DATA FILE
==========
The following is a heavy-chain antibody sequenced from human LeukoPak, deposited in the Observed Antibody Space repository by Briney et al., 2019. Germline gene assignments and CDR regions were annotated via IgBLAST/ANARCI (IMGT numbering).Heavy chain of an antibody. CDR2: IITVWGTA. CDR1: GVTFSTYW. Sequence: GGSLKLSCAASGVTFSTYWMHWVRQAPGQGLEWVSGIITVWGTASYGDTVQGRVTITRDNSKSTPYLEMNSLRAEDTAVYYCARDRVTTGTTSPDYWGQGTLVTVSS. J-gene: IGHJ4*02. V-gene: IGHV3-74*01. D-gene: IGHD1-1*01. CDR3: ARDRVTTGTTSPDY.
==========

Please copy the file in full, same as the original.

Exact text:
The following is a heavy-chain antibody sequenced from human LeukoPak, deposited in the Observed Antibody Space repository by Briney et al., 2019. Germline gene assignments and CDR regions were annotated via IgBLAST/ANARCI (IMGT numbering).Heavy chain of an antibody. CDR2: IITVWGTA. CDR1: GVTFSTYW. Sequence: GGSLKLSCAASGVTFSTYWMHWVRQAPGQGLEWVSGIITVWGTASYGDTVQGRVTITRDNSKSTPYLEMNSLRAEDTAVYYCARDRVTTGTTSPDYWGQGTLVTVSS. J-gene: IGHJ4*02. V-gene: IGHV3-74*01. D-gene: IGHD1-1*01. CDR3: ARDRVTTGTTSPDY.